Tuesday, September 15, 2009


Last Friday I joined United Way in a day of caring for the homeless.
When I became aware of this event I knew I wanted the experience.
Living in Seattle has definitely exposed me more to the homeless and in visiting Fresno made me more aware of the obviously growing problem there.
At the day of caring I was at a station where we washed feet and gave them new socks. There were over 70 services available: Veterans Services, DSHS, eye exams and glasses, flu shots, checks to get a Washington State IDs, pregnancy tests, new shoes and more. We sat waiting and the doors opened. Men and women came pouring in. What was interesting was that they headed for one particular area. I had to know what drew them so. The big draw was sleeping bags and backpacks; their home furnishings and necessities.
It was obvious these men and women weren't quite sure what we were there to do so I walked out to the middle of the main aisle and began to invite them to have their feet washed and receive new socks. Here was my 2nd lesson of the day. It was very humbling and embarrassing for them to bare their feet to anyone.
After about 45 minutes they began to come and sit. Every person I served apologized for their feet as they removed their shoes and socks. It was hard for them to do. They can keep the visible part of themselves clean and somewhat groomed; but their feet are usually hidden and so are not a priority. I would just chuckle and tell them there are very few pretty feet out there.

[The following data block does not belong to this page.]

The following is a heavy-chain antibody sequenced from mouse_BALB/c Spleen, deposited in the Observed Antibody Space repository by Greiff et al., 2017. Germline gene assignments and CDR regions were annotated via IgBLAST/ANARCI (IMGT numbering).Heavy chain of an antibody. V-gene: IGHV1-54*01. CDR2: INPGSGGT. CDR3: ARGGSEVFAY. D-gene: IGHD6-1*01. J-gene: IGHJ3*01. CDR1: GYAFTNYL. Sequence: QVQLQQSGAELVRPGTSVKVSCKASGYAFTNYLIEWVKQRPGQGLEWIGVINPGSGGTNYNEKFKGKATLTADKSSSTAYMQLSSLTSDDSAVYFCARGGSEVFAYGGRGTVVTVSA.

The first man was Mark. He was pretty quiet. I asked him how long he had been homeless. He said just the last couple of years. He said he has always worked....until now. What was most remarkable about this man? About 2 hours later he came back looking for me. He told me thank you and that having his feet soaked, washed, massaged and clothed with new socks was the best part of his day at this event. It was hugely humbling to know you had been a part of that experience.
A 23 year old young man told me he was originally from Senegal. He first lived in Atlanta but heard Seattle was a good place to live. He told me how blessed he was. Then he leaned over and showed me his head. He had been beat with a baseball bat while living on the streets. He had a scar that started at his hairline and went to the crown of his head and then over to his ear. He went on to say how dangerous it is. Lifting his shirt he showed me scars where he had been stabbed several times. Again he said he was blessed. He shouldn't be alive. Picking up and opening his backpack he showed me several bottles of prescription medications. Because of his head injury he now has about 6 grand mal seizures a day.
Next came Mohammed. He was the first who seemed a bit hard. He was probably the most apologetic for the condition of his feet. But as I massaged his feet and calves with lotion he started to smile. He wanted to know why in the world I would do this. He has served several terms in prision.
Sydney was 53 years old. When I asked him about his homeless history he said it was Hurricane Katrina that started his journey. Being left with no home and no job he started journeying form one city to another to find his place. He had one felony that he confessed was committed during a 6 month stint of drinking himself out of control. He has now been dry for 2 years. He is hoping to start city college this month. I just let him talk for about 20 minutes. I realized these people have no one who will just sit and listen. While I was washing his feet he suddenly turned to check on his 2 new back packs. In realizing how his action must look he explained that on the street and in shelters you always have to guard your things. His has been stolen twice. He told me how to keep money safe and how to sleep with your backpacks safe.